Martha Gellhorn

third wife
Martha Gellhorn became his third wife in 1940; they separated after he met Mary Welsh in London during World War II.
Gellhorn was also the third wife of American novelist Ernest Hemingway, from 1940 to 1945.

Grace Hall Hemingway

Grace Hemingway
His father, Clarence Edmonds Hemingway, was a physician, and his mother, Grace Hall Hemingway, was a musician.
She was Ernest Hemingway's mother.

20th century in literature

20th century20th-century literature20th
His economical and understated style—which he termed the iceberg theory—had a strong influence on 20th-century fiction, while his adventurous lifestyle and his public image brought him admiration from later generations.
In Our Time by Ernest Hemingway (USA) - short stories

Ernest Hemingway Cottage

WindemereErnest Hemingway's boyhood summer cottageHemingway family summer cottage
The family spent summers at Windemere on Walloon Lake, near Petoskey, Michigan.
The Ernest Hemingway Cottage, also known as Windemere, was the boyhood summer home of author Ernest Hemingway, on Walloon Lake in Michigan.

Ring Lardner

LardnerLardner, RingRing Lardner, Sr.
He edited the Trapeze and the Tabula (the yearbook), imitating the language of sportswriters, taking the pen name Ring Lardner, Jr.—a nod to Ring Lardner of the Chicago Tribune whose byline was "Line O'Type."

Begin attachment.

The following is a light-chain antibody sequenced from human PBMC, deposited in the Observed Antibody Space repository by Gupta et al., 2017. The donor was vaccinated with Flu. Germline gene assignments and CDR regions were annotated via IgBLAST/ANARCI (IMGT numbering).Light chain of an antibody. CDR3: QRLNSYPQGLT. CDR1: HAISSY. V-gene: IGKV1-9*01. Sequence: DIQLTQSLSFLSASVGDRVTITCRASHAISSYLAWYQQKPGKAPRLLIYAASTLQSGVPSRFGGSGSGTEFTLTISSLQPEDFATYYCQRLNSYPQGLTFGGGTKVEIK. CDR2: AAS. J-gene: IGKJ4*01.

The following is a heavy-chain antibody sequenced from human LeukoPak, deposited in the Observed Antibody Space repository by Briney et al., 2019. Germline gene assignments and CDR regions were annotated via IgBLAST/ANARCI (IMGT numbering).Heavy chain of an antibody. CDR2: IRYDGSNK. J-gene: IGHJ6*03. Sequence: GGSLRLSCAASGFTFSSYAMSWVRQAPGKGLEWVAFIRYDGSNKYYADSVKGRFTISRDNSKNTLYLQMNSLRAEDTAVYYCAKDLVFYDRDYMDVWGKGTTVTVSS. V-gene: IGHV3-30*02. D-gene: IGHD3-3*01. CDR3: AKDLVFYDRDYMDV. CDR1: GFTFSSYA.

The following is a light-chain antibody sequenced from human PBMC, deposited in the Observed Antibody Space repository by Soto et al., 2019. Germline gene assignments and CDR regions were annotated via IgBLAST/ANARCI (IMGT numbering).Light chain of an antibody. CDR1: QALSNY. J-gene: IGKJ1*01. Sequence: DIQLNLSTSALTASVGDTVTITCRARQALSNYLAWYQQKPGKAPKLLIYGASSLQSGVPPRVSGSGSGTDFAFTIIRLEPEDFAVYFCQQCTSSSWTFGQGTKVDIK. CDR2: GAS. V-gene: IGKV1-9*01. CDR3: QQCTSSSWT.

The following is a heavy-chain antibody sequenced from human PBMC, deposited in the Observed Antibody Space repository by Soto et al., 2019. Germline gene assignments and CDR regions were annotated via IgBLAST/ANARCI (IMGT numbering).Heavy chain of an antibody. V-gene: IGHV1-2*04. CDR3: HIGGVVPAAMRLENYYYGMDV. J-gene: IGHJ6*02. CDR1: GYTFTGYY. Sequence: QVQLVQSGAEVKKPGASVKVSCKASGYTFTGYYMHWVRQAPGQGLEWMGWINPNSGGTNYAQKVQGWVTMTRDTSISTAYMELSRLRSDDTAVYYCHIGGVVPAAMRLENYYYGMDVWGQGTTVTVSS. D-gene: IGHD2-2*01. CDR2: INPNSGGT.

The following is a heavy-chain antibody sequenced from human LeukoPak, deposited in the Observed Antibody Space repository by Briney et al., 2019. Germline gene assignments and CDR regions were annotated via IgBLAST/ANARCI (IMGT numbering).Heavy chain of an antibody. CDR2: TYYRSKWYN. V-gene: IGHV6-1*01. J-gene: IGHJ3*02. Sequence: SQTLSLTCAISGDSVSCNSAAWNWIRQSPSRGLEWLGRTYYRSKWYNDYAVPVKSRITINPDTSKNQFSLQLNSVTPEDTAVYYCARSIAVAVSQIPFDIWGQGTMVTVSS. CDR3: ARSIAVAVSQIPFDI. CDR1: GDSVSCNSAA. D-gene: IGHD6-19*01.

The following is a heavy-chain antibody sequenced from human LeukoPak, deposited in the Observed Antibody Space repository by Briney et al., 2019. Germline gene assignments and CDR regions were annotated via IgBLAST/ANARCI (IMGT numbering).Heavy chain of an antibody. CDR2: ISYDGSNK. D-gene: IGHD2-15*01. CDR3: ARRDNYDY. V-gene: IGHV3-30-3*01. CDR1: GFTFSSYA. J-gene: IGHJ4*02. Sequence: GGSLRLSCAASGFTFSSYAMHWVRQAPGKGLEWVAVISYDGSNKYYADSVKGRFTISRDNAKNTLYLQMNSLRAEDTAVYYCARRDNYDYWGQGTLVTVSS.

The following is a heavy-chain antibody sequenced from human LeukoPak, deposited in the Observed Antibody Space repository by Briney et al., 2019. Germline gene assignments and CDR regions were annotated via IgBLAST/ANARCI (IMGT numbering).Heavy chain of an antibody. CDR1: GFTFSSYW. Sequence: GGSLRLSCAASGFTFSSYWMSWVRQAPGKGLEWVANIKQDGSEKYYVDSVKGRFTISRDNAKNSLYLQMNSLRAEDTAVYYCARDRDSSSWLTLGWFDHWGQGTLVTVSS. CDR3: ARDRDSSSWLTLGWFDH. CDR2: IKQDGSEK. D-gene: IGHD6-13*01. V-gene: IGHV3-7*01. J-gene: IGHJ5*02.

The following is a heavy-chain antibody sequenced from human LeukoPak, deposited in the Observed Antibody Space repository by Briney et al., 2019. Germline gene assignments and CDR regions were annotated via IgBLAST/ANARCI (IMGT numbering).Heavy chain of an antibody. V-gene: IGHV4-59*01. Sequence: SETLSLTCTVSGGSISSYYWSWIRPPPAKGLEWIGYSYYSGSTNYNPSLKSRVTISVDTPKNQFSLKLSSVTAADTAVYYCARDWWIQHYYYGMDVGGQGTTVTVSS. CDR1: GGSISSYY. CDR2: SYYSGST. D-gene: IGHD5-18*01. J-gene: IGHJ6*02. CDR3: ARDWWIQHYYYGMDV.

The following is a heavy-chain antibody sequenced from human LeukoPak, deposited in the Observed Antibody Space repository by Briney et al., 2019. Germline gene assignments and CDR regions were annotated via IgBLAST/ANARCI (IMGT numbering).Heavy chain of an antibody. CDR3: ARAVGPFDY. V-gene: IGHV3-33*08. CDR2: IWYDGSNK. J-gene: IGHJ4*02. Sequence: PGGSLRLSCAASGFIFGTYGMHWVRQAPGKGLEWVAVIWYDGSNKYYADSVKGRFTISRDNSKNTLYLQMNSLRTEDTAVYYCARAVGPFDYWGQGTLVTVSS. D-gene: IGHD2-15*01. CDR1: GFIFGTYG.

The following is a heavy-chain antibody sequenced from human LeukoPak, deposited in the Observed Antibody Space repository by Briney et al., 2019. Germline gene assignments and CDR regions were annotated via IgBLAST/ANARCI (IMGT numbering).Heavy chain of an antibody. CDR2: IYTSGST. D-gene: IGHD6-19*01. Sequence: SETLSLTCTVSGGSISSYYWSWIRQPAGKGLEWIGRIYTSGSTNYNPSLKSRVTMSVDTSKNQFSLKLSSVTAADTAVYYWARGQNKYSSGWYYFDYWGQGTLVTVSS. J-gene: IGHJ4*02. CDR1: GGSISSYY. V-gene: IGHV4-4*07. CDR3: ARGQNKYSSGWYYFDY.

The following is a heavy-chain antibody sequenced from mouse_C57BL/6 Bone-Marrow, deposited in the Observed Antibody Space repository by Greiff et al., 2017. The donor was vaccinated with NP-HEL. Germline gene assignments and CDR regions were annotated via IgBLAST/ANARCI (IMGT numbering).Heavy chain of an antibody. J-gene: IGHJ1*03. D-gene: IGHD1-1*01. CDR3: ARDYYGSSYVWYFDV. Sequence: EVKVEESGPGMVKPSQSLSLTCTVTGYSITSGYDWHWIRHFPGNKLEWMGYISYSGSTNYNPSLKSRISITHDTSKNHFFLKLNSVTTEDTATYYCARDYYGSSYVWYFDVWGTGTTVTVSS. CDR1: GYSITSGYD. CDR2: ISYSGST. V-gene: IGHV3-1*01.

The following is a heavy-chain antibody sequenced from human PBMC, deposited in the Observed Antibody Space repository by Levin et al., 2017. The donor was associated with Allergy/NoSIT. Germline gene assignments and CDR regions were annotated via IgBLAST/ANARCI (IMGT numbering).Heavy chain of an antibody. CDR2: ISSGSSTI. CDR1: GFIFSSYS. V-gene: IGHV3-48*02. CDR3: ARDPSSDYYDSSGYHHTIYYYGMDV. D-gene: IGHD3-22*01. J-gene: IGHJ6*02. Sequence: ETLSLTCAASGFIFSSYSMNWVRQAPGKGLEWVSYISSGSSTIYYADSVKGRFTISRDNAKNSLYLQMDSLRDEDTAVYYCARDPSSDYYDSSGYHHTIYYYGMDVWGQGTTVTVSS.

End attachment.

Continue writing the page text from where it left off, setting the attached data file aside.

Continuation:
His contemporaries Ernest Hemingway, Virginia Woolf, and F. Scott Fitzgerald all professed strong admiration for his writing.

Big Two-Hearted River

The trip became the inspiration for his short story "Big Two-Hearted River", in which the semi-autobiographical character Nick Adams takes to the country to find solitude after returning from war.
"Big Two-Hearted River" is a two-part short story written by American author Ernest Hemingway, published in the 1925 Boni & Liveright edition of In Our Time, the first American volume of Hemingway's short stories.

Agnes von Kurowsky

a nurse
While recuperating, he fell in love for the first time with Agnes von Kurowsky, a Red Cross nurse seven years his senior.
Agnes von Kurowsky Stanfield (January 5, 1892 – November 25, 1984) was an American nurse who inspired the character "Catherine Barkley" in Ernest Hemingway's A Farewell to Arms.

Stephen Crane

Crane, StephenStephen Crane House